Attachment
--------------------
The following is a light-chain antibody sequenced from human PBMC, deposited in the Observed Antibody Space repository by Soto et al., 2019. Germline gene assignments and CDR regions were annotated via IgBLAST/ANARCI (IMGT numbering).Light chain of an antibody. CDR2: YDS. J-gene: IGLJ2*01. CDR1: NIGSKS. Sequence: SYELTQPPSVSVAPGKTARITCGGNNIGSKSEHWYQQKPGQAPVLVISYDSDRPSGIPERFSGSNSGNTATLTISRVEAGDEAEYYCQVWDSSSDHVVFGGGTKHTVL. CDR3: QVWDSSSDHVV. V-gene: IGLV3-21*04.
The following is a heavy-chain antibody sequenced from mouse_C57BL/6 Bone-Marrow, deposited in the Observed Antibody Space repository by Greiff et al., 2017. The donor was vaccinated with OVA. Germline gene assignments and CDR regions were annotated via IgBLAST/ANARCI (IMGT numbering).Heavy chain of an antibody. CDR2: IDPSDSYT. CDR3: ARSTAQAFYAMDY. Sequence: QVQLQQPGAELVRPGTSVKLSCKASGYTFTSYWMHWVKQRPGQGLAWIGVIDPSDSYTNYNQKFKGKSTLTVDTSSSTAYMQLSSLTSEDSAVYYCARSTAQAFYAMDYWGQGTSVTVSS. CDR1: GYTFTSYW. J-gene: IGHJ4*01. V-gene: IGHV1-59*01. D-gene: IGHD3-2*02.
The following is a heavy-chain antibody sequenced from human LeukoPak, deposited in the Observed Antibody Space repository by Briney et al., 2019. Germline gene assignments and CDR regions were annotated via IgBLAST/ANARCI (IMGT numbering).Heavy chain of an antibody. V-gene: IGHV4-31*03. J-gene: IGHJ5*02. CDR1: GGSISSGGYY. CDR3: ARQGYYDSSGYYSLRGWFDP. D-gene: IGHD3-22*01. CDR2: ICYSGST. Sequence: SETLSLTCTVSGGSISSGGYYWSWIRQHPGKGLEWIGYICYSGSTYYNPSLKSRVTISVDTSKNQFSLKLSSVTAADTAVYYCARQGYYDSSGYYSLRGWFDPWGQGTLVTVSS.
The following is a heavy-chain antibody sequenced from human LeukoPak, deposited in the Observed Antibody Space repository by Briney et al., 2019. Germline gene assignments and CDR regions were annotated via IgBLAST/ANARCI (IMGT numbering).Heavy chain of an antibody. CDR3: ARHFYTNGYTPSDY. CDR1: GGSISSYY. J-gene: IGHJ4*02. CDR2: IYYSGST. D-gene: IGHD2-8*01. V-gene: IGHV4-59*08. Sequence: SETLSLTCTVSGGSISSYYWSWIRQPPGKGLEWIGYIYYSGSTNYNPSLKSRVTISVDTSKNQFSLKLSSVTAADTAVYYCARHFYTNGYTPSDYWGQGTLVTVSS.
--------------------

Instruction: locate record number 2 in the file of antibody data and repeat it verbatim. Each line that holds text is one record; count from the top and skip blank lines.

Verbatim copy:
The following is a heavy-chain antibody sequenced from mouse_C57BL/6 Bone-Marrow, deposited in the Observed Antibody Space repository by Greiff et al., 2017. The donor was vaccinated with OVA. Germline gene assignments and CDR regions were annotated via IgBLAST/ANARCI (IMGT numbering).Heavy chain of an antibody. CDR2: IDPSDSYT. CDR3: ARSTAQAFYAMDY. Sequence: QVQLQQPGAELVRPGTSVKLSCKASGYTFTSYWMHWVKQRPGQGLAWIGVIDPSDSYTNYNQKFKGKSTLTVDTSSSTAYMQLSSLTSEDSAVYYCARSTAQAFYAMDYWGQGTSVTVSS. CDR1: GYTFTSYW. J-gene: IGHJ4*01. V-gene: IGHV1-59*01. D-gene: IGHD3-2*02.